I told J today that in an analogy of a someone trapped in a raging river that’s threatening to sweep them away, that S is actually like the rock in the middle of all that that the person can hang on to. In that analogy, I’m the person that’s trapped in the raging river – all my emotions are threatening to sweep me away. Most times, I contemplate suicide over facing these overwhelming emotions because it’s so much easier to stop feeling. Being swept away would mean giving up – letting the current take me. Having S keeps me steady. I slip time and time again but even if I still have on finger on the rock, I’m still hanging on. S is my rock. And having S on vacation means that temporarily, I have no rock to hang on to. I’m slowly getting swept away. J is like the errant vine that I hang on to temporarily while I try to get back on solid ground. Solid ground will be back next week – familiarity that I need. Every Wednesday, at 10am, I spend an hour with S. I watch him react to what I say, hear his words echoed in my head, feel his warmth and compassion, enjoy his attention and care.

I’ve been packing my things into boxes and I’m overwhelmed by the number of things that I’ve amassed in 4 and a half years of being here in the States. And these are things that I’ve already condensed from my previous moves. So for me to still have boxes upon boxes of things really irks me. I am agitated by the amount of things I have to consolidate – my mental energy being expended on nostalgic reminiscing, and into trying to organize and decide what to keep and what to throw.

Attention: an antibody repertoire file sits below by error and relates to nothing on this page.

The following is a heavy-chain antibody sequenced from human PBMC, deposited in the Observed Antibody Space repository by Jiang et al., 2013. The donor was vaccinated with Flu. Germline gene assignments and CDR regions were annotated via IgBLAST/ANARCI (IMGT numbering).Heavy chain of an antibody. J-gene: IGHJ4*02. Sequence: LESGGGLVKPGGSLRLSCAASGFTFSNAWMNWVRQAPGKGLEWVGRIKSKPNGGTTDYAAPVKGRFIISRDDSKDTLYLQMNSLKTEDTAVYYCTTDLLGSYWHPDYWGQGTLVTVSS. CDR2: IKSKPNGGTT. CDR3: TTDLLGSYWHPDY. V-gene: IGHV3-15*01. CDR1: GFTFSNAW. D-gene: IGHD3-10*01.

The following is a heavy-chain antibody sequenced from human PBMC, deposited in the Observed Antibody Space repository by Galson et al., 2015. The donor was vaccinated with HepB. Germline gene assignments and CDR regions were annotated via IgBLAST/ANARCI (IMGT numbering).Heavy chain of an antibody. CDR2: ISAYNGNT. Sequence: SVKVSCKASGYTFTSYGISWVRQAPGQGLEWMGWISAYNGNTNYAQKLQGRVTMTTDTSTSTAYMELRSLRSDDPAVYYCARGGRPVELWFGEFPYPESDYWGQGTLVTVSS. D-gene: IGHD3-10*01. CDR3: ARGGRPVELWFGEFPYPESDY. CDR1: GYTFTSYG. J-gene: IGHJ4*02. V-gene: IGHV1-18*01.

I’m going to lose this familiarity pretty soon. I know it’s for the best. I am mature enough to realize that change is good. Yet, the child can’t. The child hates it. The child rued the day she moved from the home she grew up in and lived in for 6 years. She rued the day she moved from the second home she spent most of her childhood and teenhood in. She rues every single day she has to move. She is so deeply dependent on familiarity that any little thing that changes it upsets her greatly.

Anyway, I’m going through a lot of changes – things that I wish could slow down a little so that I can take a breath of air but the river doesn’t flow like that. The river is relentless and if I don’t learn to tread water, I’ll surely drown. I’m learning to tread water. Slowly, little by little, I’m gaining the strength to climb up onto the rock. Eventually, I’ll have enough strength to swim against the current and go to shore. Eventually, I won’t need the rock to keep me afloat any longer. Eventually, the rock will be the very thing that will help me gain enough footing and strength to leave it.

After my conversation with J today, and after learning that people are still there and they still care for me even if they haven’t talked to me for a while because there exist genuine connections between myself and these people, I was able to come home and start packing. I’ve been putting it off for 2 and a half weeks now.